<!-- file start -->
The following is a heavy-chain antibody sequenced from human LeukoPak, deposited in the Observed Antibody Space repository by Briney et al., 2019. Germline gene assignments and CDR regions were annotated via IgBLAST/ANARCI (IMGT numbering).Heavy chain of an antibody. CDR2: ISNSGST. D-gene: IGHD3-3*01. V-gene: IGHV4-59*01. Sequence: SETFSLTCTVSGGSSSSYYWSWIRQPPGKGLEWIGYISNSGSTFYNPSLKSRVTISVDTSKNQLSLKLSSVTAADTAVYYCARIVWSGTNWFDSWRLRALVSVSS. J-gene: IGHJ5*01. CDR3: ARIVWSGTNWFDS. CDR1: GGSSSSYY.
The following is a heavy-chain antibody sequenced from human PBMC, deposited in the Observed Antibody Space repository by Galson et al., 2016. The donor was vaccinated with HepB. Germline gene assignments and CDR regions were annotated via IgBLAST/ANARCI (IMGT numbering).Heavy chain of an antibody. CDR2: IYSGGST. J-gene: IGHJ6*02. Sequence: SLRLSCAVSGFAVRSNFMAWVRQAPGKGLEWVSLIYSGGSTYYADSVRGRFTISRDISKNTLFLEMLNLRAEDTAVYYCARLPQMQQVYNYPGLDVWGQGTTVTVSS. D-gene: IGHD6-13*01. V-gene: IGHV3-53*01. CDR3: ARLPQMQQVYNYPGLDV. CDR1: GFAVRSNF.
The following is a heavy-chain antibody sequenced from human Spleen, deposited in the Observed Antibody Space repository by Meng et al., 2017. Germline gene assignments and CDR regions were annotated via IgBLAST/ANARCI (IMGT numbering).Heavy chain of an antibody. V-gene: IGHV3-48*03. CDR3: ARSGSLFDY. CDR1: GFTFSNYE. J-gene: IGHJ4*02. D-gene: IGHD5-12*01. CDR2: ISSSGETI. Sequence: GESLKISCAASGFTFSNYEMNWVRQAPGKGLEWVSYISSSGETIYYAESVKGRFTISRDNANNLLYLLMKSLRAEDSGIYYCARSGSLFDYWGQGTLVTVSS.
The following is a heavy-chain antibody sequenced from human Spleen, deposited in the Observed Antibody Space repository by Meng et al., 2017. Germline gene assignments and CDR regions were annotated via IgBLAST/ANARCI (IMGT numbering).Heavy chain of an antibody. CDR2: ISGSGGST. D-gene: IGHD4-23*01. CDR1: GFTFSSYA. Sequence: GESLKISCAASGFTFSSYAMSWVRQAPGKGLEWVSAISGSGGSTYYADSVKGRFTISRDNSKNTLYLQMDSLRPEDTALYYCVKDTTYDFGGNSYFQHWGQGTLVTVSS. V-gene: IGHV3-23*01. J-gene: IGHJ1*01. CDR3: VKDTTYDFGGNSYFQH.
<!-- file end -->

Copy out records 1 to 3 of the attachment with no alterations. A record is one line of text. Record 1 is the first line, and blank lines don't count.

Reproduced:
The following is a heavy-chain antibody sequenced from human LeukoPak, deposited in the Observed Antibody Space repository by Briney et al., 2019. Germline gene assignments and CDR regions were annotated via IgBLAST/ANARCI (IMGT numbering).Heavy chain of an antibody. CDR2: ISNSGST. D-gene: IGHD3-3*01. V-gene: IGHV4-59*01. Sequence: SETFSLTCTVSGGSSSSYYWSWIRQPPGKGLEWIGYISNSGSTFYNPSLKSRVTISVDTSKNQLSLKLSSVTAADTAVYYCARIVWSGTNWFDSWRLRALVSVSS. J-gene: IGHJ5*01. CDR3: ARIVWSGTNWFDS. CDR1: GGSSSSYY.
The following is a heavy-chain antibody sequenced from human PBMC, deposited in the Observed Antibody Space repository by Galson et al., 2016. The donor was vaccinated with HepB. Germline gene assignments and CDR regions were annotated via IgBLAST/ANARCI (IMGT numbering).Heavy chain of an antibody. CDR2: IYSGGST. J-gene: IGHJ6*02. Sequence: SLRLSCAVSGFAVRSNFMAWVRQAPGKGLEWVSLIYSGGSTYYADSVRGRFTISRDISKNTLFLEMLNLRAEDTAVYYCARLPQMQQVYNYPGLDVWGQGTTVTVSS. D-gene: IGHD6-13*01. V-gene: IGHV3-53*01. CDR3: ARLPQMQQVYNYPGLDV. CDR1: GFAVRSNF.
The following is a heavy-chain antibody sequenced from human Spleen, deposited in the Observed Antibody Space repository by Meng et al., 2017. Germline gene assignments and CDR regions were annotated via IgBLAST/ANARCI (IMGT numbering).Heavy chain of an antibody. V-gene: IGHV3-48*03. CDR3: ARSGSLFDY. CDR1: GFTFSNYE. J-gene: IGHJ4*02. D-gene: IGHD5-12*01. CDR2: ISSSGETI. Sequence: GESLKISCAASGFTFSNYEMNWVRQAPGKGLEWVSYISSSGETIYYAESVKGRFTISRDNANNLLYLLMKSLRAEDSGIYYCARSGSLFDYWGQGTLVTVSS.